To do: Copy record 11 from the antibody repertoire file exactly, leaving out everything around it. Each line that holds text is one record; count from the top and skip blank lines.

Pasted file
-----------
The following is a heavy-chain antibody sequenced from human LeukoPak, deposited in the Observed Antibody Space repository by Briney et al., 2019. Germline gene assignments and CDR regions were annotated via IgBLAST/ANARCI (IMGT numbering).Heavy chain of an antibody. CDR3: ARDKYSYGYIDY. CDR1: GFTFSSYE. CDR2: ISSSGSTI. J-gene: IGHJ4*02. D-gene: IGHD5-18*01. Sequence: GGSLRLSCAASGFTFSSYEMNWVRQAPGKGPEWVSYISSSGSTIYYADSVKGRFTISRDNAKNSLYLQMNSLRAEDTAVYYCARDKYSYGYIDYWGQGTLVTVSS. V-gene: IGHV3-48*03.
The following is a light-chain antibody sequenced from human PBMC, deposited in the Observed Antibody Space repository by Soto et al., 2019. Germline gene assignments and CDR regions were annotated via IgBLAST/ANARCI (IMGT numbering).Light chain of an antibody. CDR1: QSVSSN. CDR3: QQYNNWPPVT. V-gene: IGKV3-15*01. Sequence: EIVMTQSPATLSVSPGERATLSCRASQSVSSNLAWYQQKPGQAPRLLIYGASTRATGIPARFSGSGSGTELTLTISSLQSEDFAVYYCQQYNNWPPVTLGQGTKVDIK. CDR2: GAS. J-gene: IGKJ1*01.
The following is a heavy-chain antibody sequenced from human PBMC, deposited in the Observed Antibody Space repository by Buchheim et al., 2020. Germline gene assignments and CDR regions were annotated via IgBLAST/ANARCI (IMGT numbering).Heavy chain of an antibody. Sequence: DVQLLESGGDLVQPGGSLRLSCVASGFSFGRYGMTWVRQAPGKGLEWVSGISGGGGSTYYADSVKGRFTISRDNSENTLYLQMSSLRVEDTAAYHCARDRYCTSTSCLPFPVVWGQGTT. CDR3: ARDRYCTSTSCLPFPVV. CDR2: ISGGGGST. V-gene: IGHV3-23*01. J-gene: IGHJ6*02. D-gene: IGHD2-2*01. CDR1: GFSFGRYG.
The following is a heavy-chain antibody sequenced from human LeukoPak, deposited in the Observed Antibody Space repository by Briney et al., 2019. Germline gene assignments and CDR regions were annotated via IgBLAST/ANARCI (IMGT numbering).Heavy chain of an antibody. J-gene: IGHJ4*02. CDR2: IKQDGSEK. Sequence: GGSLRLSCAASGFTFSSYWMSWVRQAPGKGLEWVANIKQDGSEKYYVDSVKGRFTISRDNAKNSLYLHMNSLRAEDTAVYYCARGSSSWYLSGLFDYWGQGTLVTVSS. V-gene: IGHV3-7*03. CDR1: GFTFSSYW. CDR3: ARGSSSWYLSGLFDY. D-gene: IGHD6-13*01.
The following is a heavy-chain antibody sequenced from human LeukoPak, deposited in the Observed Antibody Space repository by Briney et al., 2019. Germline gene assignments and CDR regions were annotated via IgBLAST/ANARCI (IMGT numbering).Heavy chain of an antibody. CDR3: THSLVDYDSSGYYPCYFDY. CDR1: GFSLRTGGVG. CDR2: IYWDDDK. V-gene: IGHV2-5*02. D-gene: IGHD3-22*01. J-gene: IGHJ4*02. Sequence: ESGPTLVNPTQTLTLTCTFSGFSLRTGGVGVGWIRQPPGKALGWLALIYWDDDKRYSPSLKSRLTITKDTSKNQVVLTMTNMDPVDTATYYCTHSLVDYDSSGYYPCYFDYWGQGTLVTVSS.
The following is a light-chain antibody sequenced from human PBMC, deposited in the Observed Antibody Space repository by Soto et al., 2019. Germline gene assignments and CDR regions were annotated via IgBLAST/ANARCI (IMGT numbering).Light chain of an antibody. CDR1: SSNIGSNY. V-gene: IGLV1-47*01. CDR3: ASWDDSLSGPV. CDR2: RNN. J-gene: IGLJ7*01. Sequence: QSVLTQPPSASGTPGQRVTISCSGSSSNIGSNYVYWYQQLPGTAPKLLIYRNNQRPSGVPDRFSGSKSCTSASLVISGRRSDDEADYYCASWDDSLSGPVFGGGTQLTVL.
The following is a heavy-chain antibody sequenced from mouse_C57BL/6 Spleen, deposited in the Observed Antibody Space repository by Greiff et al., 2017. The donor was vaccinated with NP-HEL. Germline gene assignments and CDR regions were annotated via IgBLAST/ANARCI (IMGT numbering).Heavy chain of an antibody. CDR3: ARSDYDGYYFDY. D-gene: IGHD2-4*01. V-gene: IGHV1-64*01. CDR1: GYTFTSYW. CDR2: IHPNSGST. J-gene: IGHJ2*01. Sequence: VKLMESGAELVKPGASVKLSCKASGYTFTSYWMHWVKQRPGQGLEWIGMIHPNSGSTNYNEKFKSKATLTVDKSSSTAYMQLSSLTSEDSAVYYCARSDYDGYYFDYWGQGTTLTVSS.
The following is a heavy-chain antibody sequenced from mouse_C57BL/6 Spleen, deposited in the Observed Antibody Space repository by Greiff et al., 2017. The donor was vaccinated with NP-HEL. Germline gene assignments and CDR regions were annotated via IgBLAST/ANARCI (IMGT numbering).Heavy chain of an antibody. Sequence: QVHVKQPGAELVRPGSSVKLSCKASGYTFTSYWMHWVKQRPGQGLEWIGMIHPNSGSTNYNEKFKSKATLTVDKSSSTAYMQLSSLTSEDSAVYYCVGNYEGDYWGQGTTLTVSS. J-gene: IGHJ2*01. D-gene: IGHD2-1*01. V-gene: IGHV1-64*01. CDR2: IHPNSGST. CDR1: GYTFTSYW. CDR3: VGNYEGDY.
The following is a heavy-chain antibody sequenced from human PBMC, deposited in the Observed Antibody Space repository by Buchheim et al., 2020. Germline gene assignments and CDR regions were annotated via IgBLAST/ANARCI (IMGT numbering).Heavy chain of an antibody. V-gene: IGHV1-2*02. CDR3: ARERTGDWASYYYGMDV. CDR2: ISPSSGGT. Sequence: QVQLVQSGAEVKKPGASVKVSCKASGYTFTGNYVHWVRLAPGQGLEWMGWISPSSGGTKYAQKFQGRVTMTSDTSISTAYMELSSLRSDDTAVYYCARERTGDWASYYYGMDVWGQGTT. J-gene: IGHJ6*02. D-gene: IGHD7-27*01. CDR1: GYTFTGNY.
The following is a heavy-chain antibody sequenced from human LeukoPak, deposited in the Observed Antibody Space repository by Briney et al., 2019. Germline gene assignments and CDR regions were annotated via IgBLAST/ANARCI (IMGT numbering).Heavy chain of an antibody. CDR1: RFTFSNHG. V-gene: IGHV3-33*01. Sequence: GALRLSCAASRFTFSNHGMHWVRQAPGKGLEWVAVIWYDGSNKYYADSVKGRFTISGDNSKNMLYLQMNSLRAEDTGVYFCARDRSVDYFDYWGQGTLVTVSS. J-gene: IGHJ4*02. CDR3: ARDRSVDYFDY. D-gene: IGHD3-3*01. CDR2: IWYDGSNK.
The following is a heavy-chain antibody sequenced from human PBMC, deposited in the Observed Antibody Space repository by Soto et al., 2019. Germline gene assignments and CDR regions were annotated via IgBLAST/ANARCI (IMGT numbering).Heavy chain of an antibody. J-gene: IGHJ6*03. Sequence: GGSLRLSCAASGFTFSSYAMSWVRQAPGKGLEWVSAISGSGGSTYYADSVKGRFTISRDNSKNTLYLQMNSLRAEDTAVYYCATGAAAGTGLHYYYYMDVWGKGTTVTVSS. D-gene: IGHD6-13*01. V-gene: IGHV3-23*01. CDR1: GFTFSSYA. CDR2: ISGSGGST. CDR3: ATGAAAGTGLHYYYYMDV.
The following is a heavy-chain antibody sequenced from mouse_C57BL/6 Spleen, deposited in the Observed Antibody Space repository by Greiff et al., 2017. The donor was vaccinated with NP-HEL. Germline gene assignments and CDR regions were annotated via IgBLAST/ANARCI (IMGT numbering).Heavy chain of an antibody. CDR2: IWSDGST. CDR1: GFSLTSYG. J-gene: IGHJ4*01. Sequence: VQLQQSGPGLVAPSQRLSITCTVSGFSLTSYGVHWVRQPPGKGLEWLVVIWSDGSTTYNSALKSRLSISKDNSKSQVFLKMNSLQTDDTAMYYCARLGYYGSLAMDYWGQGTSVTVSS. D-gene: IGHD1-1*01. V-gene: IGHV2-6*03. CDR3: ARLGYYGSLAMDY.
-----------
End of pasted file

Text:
The following is a heavy-chain antibody sequenced from human PBMC, deposited in the Observed Antibody Space repository by Soto et al., 2019. Germline gene assignments and CDR regions were annotated via IgBLAST/ANARCI (IMGT numbering).Heavy chain of an antibody. J-gene: IGHJ6*03. Sequence: GGSLRLSCAASGFTFSSYAMSWVRQAPGKGLEWVSAISGSGGSTYYADSVKGRFTISRDNSKNTLYLQMNSLRAEDTAVYYCATGAAAGTGLHYYYYMDVWGKGTTVTVSS. D-gene: IGHD6-13*01. V-gene: IGHV3-23*01. CDR1: GFTFSSYA. CDR2: ISGSGGST. CDR3: ATGAAAGTGLHYYYYMDV.